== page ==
Despite these positives, Retreat and Its Consequences and the overarching approach that has guided Lieber’s policy views for so long suffer from a number of critical flaws. Most importantly, the argument of the book is simply based on a mistaken and endlessly repeated premise that the United States has significantly retreated from the world [bold mine-DL] and that this has been a key source of so many problems in it. Basically, Lieber, as we’ve heard so often from others, is arguing that the administration has pursued restraint, the world has gone to hell, restraint is responsible for our woes—and thus we must return to primacy. Admittedly, Obama, especially in his second term, has exercised greater discretion in how he has managed our global engagement and leadership. And he may in his heart of hearts have some sympathy with those who have counseled greater realism. But neither make for a policy of retreat.
Indeed, the United States under Obama has continued to pursue a variant of primacy despite what Lieber and others keep saying in their critiques.
Obama has been charged with presiding over “retreat” for almost his entire presidency, and these accusations have grown loudest during the second term when he has pursued an even more activist foreign policy than he did in his first four years. So the charge of “retreat” has never been based on what Obama has done, but has always been part of the larger fantasy record that hawks here in the U.S. have invented as a way of painting Obama as a “neo-isolationist” of some sort.
Sometimes hawks have tried to portray Obama as a proponent of “disengagement” from the world so that they can claim to be the only ones in favor of “engagement,” which they can then define to refer to nothing except their preferred policies. At other times, the dishonest charge of “retreat” has been used to shift blame away from outside intervention in a foreign conflict and pin it on supposed U.S. “inaction.” In that way, the horrors of the Syrian conflict aren’t blamed on the actors (including the U.S.) for their contributions to the war, but can be pinned on Western decisions not to interfere even more. The most remarkable version of the “retreat” criticism is applied to administration policies in the Middle East, from which the U.S. is supposed to have “pulled back.” That claim only makes the slightest sense if the point of comparison is the height of the Iraq war ten years ago, and even then it’s risible. Far from “retreating,” the U.S. is daily becoming more entangled in multiple conflicts and tying itself even more closely to its awful regional clients. In the eyes of interventionists, U.S. meddling there and elsewhere is insufficient and has to be increased, and so we hear about American “retreat.”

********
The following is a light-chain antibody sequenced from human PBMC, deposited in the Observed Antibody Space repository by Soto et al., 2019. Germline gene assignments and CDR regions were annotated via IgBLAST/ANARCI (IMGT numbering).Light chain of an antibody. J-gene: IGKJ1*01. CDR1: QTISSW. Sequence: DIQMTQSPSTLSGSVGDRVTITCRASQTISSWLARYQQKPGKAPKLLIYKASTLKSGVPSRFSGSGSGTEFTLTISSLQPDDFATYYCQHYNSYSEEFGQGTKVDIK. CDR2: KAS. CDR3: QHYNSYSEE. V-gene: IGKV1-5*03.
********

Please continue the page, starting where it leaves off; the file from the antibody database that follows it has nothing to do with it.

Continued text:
The truth is that the U.S. would benefit substantially from pursuing a more restrained foreign policy, and that would involve disentangling the U.S. from many of its overseas commitments. That would mean decreasing how much support the U.S. provides to its allies and clients with the goal of making them do more for their own security, and it would require us to scale back our role around the world. Instead of trying to be an enforcer of so-called “world order,” the U.S. would be focused on our own defense and that of our treaty allies. As a result, we wouldn’t assume that each new crisis or conflict is ours to fix. If anything Obama has done just the opposite of this with his constant efforts to “reassure” allies and clients that U.S. support isn’t going anywhere. There has been no meaningful retreat under Obama, but it suits his hawkish critics to ignore all of this so that they can pretend that their support for even more aggressive policies represents a return to “normal.”